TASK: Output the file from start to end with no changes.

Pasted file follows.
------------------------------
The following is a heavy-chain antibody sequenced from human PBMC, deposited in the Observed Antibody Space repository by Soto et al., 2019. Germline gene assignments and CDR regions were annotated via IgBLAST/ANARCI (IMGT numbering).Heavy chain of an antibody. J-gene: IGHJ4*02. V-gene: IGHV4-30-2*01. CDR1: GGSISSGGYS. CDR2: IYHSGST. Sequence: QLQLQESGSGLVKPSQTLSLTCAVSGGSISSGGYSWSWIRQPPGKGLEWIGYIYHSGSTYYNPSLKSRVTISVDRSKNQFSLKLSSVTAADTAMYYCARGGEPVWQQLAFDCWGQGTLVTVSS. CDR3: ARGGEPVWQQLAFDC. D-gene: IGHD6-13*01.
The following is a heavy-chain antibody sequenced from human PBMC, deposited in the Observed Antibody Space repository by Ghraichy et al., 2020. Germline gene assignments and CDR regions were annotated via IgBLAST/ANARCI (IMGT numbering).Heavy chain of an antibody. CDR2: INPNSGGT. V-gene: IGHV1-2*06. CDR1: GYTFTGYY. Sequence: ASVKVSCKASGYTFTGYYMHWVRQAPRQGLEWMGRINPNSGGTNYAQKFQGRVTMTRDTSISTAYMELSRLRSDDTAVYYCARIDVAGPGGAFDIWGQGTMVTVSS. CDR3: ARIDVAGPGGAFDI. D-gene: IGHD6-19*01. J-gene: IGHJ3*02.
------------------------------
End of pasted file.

The following is a heavy-chain antibody sequenced from human PBMC, deposited in the Observed Antibody Space repository by Soto et al., 2019. Germline gene assignments and CDR regions were annotated via IgBLAST/ANARCI (IMGT numbering).Heavy chain of an antibody. J-gene: IGHJ4*02. V-gene: IGHV4-30-2*01. CDR1: GGSISSGGYS. CDR2: IYHSGST. Sequence: QLQLQESGSGLVKPSQTLSLTCAVSGGSISSGGYSWSWIRQPPGKGLEWIGYIYHSGSTYYNPSLKSRVTISVDRSKNQFSLKLSSVTAADTAMYYCARGGEPVWQQLAFDCWGQGTLVTVSS. CDR3: ARGGEPVWQQLAFDC. D-gene: IGHD6-13*01.
The following is a heavy-chain antibody sequenced from human PBMC, deposited in the Observed Antibody Space repository by Ghraichy et al., 2020. Germline gene assignments and CDR regions were annotated via IgBLAST/ANARCI (IMGT numbering).Heavy chain of an antibody. CDR2: INPNSGGT. V-gene: IGHV1-2*06. CDR1: GYTFTGYY. Sequence: ASVKVSCKASGYTFTGYYMHWVRQAPRQGLEWMGRINPNSGGTNYAQKFQGRVTMTRDTSISTAYMELSRLRSDDTAVYYCARIDVAGPGGAFDIWGQGTMVTVSS. CDR3: ARIDVAGPGGAFDI. D-gene: IGHD6-19*01. J-gene: IGHJ3*02.